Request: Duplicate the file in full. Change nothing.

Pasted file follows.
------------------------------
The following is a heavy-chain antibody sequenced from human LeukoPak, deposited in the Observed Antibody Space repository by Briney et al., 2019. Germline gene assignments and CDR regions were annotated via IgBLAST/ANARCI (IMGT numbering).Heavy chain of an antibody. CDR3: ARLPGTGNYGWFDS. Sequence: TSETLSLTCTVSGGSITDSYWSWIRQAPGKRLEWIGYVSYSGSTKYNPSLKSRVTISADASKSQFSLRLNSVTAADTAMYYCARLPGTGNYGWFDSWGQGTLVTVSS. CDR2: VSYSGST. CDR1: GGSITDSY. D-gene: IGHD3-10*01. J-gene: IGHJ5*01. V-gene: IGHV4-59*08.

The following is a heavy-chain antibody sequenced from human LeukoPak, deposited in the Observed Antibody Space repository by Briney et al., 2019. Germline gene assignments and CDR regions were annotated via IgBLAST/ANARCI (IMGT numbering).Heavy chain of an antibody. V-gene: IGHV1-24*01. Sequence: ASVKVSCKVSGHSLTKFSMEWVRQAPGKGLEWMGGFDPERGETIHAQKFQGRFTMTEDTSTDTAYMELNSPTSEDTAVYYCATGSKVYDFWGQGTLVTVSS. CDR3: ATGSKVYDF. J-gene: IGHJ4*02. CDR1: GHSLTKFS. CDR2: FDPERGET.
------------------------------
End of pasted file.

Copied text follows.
The following is a heavy-chain antibody sequenced from human LeukoPak, deposited in the Observed Antibody Space repository by Briney et al., 2019. Germline gene assignments and CDR regions were annotated via IgBLAST/ANARCI (IMGT numbering).Heavy chain of an antibody. CDR3: ARLPGTGNYGWFDS. Sequence: TSETLSLTCTVSGGSITDSYWSWIRQAPGKRLEWIGYVSYSGSTKYNPSLKSRVTISADASKSQFSLRLNSVTAADTAMYYCARLPGTGNYGWFDSWGQGTLVTVSS. CDR2: VSYSGST. CDR1: GGSITDSY. D-gene: IGHD3-10*01. J-gene: IGHJ5*01. V-gene: IGHV4-59*08.

The following is a heavy-chain antibody sequenced from human LeukoPak, deposited in the Observed Antibody Space repository by Briney et al., 2019. Germline gene assignments and CDR regions were annotated via IgBLAST/ANARCI (IMGT numbering).Heavy chain of an antibody. V-gene: IGHV1-24*01. Sequence: ASVKVSCKVSGHSLTKFSMEWVRQAPGKGLEWMGGFDPERGETIHAQKFQGRFTMTEDTSTDTAYMELNSPTSEDTAVYYCATGSKVYDFWGQGTLVTVSS. CDR3: ATGSKVYDF. J-gene: IGHJ4*02. CDR1: GHSLTKFS. CDR2: FDPERGET.